Kitten’s bite pains cat lover in more ways than one
Published 11:17 am Friday, July 18, 2014
CARRSVILLE—Rosa Duke has recently learned that handling stray animals can have painful and expensive consequences.
The Jenkins Mill Road resident in Isle of Wight County is undergoing a series of rabies shots after a 2-1/2 month-old kitten she tried to rescue severely bit and scratched her earlier this week. Duke said this experience has been hurtful emotionally as well as physically.
“I’ve never had a cat to bite me before,” said the 73-year-old. “I love cats. I always have.”
Her son had first alerted Duke to the presence of the animal outside.
“It was dropped off Sunday and I tried to get it from a shed on Monday. I could hear it mewing,” she said. “I wish I hadn’t put my hands on him, he wouldn’t turn me loose. I learned the hard way. Why in the world I didn’t think to take a fishing net.”
IOW Animal Control was called and came out to get the kitten, which is being quarantined for 10 days. The officers are watching for signs of rabies, which can be fatal to both animals and humans if not treated in a timely way.
“I feel so sorry for him I don’t know what to do,” added Duke.
The attack hasn’t diminished her fondness for the animals, but it has reaffirmed her decision to no longer accept cats that people drop off at her home. Duke’s aware that over the years she’d gained a reputation as an animal lover. That, she thinks, has encouraged area residents in the past to abandon their cats — no one’s ever left dogs — on her lawn rather than take them to the SPCA or Animal Control.
“I just don’t understand why people do that,” she said. “I don’t want any more cats. I can’t take care of them. I’m just too old now to raise animals.”
When Trixie II dies, that will be her last dog, added Duke. A couple of her cats in the past were named Oreo I and Oreo II. The first was black with a round spot.
“He looked like an Oreo cookie,” she said with a warm chuckle.
Before this week’s incident, Duke would set out food if she saw an abandoned or stray cat on her property. If the animal took to it, she knew it was approachable. Once it was clear the feline was there to stay, she took it for spaying or neutering and rabies shots.
Duke said she wants to share her experience not only because she can’t take care of abandoned cats and dogs, but also to urge people to take responsibility for their own pets.
“They should take them to the SPCA if they can’t handle them, rather than drop them off,” Duke said, adding that’s her preference over animal control. “I’ve seen ‘em fed, died, buried. I didn’t kill them.”
Meanwhile, she’s enduring the vaccinations and they haven’t been pleasant for her.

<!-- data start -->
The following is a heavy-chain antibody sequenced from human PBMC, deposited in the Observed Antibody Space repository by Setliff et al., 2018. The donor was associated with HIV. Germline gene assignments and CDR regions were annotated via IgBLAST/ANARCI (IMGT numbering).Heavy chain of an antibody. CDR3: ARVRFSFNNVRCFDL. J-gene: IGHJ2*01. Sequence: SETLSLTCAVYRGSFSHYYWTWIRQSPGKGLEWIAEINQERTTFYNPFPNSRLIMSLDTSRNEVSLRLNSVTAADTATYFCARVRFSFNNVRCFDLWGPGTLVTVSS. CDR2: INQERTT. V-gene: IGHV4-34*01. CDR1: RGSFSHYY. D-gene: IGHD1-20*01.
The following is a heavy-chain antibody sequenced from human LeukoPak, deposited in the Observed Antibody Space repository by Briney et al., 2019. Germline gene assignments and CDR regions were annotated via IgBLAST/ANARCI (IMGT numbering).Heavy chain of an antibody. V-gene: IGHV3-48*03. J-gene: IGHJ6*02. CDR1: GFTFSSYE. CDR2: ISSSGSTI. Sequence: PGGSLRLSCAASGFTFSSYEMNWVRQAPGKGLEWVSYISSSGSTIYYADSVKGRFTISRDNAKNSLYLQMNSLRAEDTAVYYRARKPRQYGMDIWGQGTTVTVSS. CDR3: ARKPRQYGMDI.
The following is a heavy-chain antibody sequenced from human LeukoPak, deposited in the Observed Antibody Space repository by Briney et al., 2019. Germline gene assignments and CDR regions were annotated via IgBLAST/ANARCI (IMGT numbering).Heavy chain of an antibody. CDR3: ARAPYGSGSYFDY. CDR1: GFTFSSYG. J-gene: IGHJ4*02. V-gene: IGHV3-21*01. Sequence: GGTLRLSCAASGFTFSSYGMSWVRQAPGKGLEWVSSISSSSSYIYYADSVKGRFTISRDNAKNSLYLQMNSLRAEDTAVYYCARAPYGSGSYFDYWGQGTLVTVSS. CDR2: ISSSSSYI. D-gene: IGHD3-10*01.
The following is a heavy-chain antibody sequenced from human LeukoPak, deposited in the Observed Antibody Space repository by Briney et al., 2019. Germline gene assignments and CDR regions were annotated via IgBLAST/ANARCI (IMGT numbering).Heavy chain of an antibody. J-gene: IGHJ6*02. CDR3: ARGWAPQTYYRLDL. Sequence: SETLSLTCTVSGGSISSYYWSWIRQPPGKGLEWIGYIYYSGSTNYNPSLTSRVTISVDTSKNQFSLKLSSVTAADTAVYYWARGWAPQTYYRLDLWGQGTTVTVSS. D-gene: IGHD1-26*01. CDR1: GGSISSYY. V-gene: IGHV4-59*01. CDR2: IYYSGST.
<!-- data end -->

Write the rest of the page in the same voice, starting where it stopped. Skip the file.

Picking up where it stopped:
“The shots make you sick,” she said.
Contacted about Duke’s painful episode, three animal control directors in Western Tidewater each said that demonstrated a lesson they want to get across to the public:
“You should never attempt to handle animals you know don’t belong to you,” said IOW Chief Animal Control Officer Larry Wilson. “For all intents and purposes, they’ll react with claws and teeth. So it’s imperative to attempt to trap versus handle.”
Wilson’s department has traps available for the weekdays, and tells people to place them in a shady part of the yard and provide water, “especially this time of year with the heat and sudden rain showers.”
He or staff member can come out Monday through Friday from 10 a.m. to 5 p.m. to pick them up if an animal is caught. This service is not available on weekends, though.
He urges parents to teach their children in particular not to approach or pick up cats or dogs. Kittens, added Wilson, can have even nastier bites than the adults.
“You just can’t take for granted they were somebody’s pets,” he said.
Southampton Animal Control Officer David Joyner also asks people to contact his department if they come across either a stray domesticated animal or wildlife.
“We recommend they call and let us handle it,” said Joyner. He explained that catching or trapping the animals means these can be tested for rabies.
“If I can’t find it, there’s no way of knowing,” he said.
If the animal runs off after a person has been hurt, then rabies vaccines will most likely be needed.
“Waiting is never a good choice,” added Wilson.
The symptoms of rabies in animals can become evident within 10 days, and up to six months before people can show signs, Joyner said.
The virus is not contagious until it reaches the animal’s brain.
“Once it’s in the brain, there’s no cure,” he said.
In his experience, Officer Roy Richards of Franklin Animal Control rarely deals with wildlife, such as foxes, raccoons and skunks.
“Maybe two cases a year. Usually they’re picked up dead,” he said. “They’re not often picked up alive.”
An immunized pet that’s been exposed will get quarantined for 10 days and given booster shots.
Richards cited state law that any dog or cat with an expired vaccination that is exposed could be quarantined in a double cage and no contact with humans for six months.
As mentioned earlier, the cost of rabies shots for people can be high. He said a booster shot for a human previously immunized can cost $500 to $600. The rabies shots — a series of four on the first, seventh, 14th and 21st day — can cost $1,500. The vaccinations are no longer given in the stomach; three are in an arm, and one in the hip.
To learn more, contact any of the following:
n Isle of Wight Animal Control: 356-1971
n Southampton Animal Control: Call 653-2100 and a dispatcher will notify Joyner directly.
n Franklin Animal Control: 562-8605